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1.0 Background to the Study

One of the national goals of education in Kenya is that education should promote sound moral and religious values. Education should provide for the development of knowledge, skills and attitudes that will then enhance acquisition of sound moral values and help children to grow up into self-disciplined, self-reliant and integrated citizens. [Report of the Task force on student discipline and unrest in secondary schools,2001]. Christian Religious Education seeks to develop a positive attitude in the learner, towards God, the self, others and the environment in which he/she lives.

Following the recent spate of incidents of students unrest in secondary schools it was recommended that pastoral care progammes be enhanced in all public schools and be handled by trained religious personnel who are able to relate the teaching and its moral implications (Report of the Task force on student discipline and unrest in secondary schools, 2001). The Report of the Presidential Working Party on Education and Manpower Training for the Next Decade and Beyond, of 1998 (Kamunge Report, 1988), states that the philosophy of education and training must always be in consonance with and positively contribute to national development.

This was further echoed by the Commission of Inquiry into Education System in Kenya of 1999 (Koech Report, 1999) which states that, “the philosophy of education must be based on the need to fashion the individual to grow and develop into a sound and effective citizen with the mental capacity to appreciate the cultural heritage of his/her nation as well as being able to make at meaningful contribution towards further development and the socioeconomic stability of the nation.”The inclusion of C.R.E. in the Kenya Secondary School Education Curriculum has been done with a purpose and goal, as it is the case with any other subject.

The learning of C.R.E. is geared towards promoting a whole round student, morally upright and academically sound. The many topics covered in the entire C.R.E. syllabus alongside Christian Ethics are sufficient to meet the expected objectives of the subject. This is because at the end of the syllabus the student would have adequately been instilled with Biblical as well as healthy African traditional values. These values influence the student and mould him or her into a morally mature person in a position to make reliable rational decisions in all spheres of life situations.

During C.R.E. class lessons the student participation and critical discussions often leave the subject teacher assured that the students are not only gaining academically, but also moulded spiritually and morally . However, in spite of these moral values acquired in C.R.E., Christian Ethics and Pastoral care programmes in the majority of the Kenyan secondary schools, still there has been unexpected student unrests. Although the area of concentration in this project is not to research on the course and causes of student unrests, but just to give various examples of these, because they tend to place the moral contribution of C.R.E. and Christian Ethics in a questionable scenario.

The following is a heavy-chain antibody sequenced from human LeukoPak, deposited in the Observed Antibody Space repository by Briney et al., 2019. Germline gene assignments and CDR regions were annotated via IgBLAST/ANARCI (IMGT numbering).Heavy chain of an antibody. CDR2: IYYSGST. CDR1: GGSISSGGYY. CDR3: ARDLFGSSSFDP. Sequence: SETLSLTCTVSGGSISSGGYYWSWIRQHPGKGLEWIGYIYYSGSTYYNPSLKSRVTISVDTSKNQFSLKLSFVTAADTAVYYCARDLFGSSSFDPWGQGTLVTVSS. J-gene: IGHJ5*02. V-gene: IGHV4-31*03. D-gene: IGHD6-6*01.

A good number if not all of these students involved in strikes and unrests take C.R.E., hence exposed to valuable Biblical and traditional values. Some of these values consist of sanctity of life, respect for other people’s property, among others. When students go on the rampage, these sacred values are down trodden and one is left asking, “Haven’t these students any sense of morality and Ethics?” Cases of student unrest have been in existence as far back as the beginning of the 20th century when the first case was reported in . Maseno in 1908.

[Report of the Task force on student discipline and unrest in secondary schools, 2001]. Lately the concern has been the changing nature, characteristics and increase of the number of schools experiencing student unrest. The increase in the number of schools”experiencing some form of student unrest alarmingly increased in the seventies. It is worthy noting that these disturbances were confined to secondary schools. The disturbances were characterized by violence and wanton destruction of school property.

Between 1980 and 1990,the number of schools, experiencing student unrest had increased tremendously from 22 (0.9%) to 187 (7.2%). These figures comprised the known and the recorded cases and perhaps the number of schools that had experienced unrest could have been higher. [Report of the Task force on student discipline and unrest in secondary school, 2001]. Tragically, the nature of student unrest took a new dimension as happened at St.Kizito Mixed Secondary School on 13 July 1991 when male students invaded the girl’s dormitory and violently raped a number of them.

In the melee that followed 19 girls lost their lives. In spite of the government’s effort to stem out the culture of student unrest in schools, the very nature of the unrests took a dramatic turn for the worse. Not only were they violent and destructive but they were also premeditated and planned to cause maximum harm to human life. The first such case was recorded in Nyeri District where a few students at Nyeri High School locked school prefects in their cubicles while they were asleep, poured petrol and set them on fire killing four of them.

[Report of the student discipline and unrest in secondary schools,2001] Cases of student unrest intensified with more schools being burnt,down, property destroyed and with more innocent lives being lost as happened in the arson attack in Kyanguli Secondary School, in Machakos District, where 68 children were burnt to death and scores injured. These increasing waves of student unrests take place against the background of Christian Religious Education taught in secondary school.

1.1 Statement of the Problem

With all these ugly incidences in mind, the researcher pursued this project paper by ascertaining the efficiency of CR.E. as far as moral and academic moulding of the student is concerned. The researcher tried to achieve this by gathering responses from CR.E. students and CR.E. subject teachers of Rongai Division in Nakuru District through questionnaires and interviews. This may not give comprehensive perception of the Kenyan Secondary.school students about the impact of CR.E. but it will at least provide an eye opener. These responses alongside other useful pieces of information gave the researcher a basis to make observations and critical-evaluation then came up with well thought recommendations that pertain to the objectives of C.R.E. and the entire syllabus.


1.2 Purpose of the Study.

The broad objective of this study was to underscore the role of C.R.E subject in moral development of students in secondary school. However, the specific objectives were:
• To investigate the moral values acquired by form four C.R.E
students in secondary schools.
• To find out how the form four C.R.E students express the moral
values acquired in teaching and learning of the subject in
secondary schools.
• To investigate how the teachers help students promote moral
values among CRE students in secondary schools.
• To find out the problems encountered in the teaching of C.R.E.